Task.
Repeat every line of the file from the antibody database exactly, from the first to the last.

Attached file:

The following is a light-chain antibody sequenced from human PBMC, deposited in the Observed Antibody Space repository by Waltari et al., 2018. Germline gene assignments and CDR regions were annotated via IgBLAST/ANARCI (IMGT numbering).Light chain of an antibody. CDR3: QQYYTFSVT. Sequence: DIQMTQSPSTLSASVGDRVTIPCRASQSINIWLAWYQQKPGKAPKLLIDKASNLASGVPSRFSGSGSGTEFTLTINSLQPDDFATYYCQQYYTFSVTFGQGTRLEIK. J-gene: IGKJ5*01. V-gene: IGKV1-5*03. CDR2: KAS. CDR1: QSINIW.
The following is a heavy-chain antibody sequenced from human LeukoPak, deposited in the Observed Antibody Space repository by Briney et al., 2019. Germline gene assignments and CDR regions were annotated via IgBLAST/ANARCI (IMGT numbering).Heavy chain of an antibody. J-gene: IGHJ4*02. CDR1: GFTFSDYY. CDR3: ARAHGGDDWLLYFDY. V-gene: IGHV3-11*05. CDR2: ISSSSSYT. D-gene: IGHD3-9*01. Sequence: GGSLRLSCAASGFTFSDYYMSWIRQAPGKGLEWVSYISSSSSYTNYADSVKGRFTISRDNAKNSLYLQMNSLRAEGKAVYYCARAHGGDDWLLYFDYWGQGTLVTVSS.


The following is a light-chain antibody sequenced from human PBMC, deposited in the Observed Antibody Space repository by Waltari et al., 2018. Germline gene assignments and CDR regions were annotated via IgBLAST/ANARCI (IMGT numbering).Light chain of an antibody. CDR3: QQYYTFSVT. Sequence: DIQMTQSPSTLSASVGDRVTIPCRASQSINIWLAWYQQKPGKAPKLLIDKASNLASGVPSRFSGSGSGTEFTLTINSLQPDDFATYYCQQYYTFSVTFGQGTRLEIK. J-gene: IGKJ5*01. V-gene: IGKV1-5*03. CDR2: KAS. CDR1: QSINIW.
The following is a heavy-chain antibody sequenced from human LeukoPak, deposited in the Observed Antibody Space repository by Briney et al., 2019. Germline gene assignments and CDR regions were annotated via IgBLAST/ANARCI (IMGT numbering).Heavy chain of an antibody. J-gene: IGHJ4*02. CDR1: GFTFSDYY. CDR3: ARAHGGDDWLLYFDY. V-gene: IGHV3-11*05. CDR2: ISSSSSYT. D-gene: IGHD3-9*01. Sequence: GGSLRLSCAASGFTFSDYYMSWIRQAPGKGLEWVSYISSSSSYTNYADSVKGRFTISRDNAKNSLYLQMNSLRAEGKAVYYCARAHGGDDWLLYFDYWGQGTLVTVSS.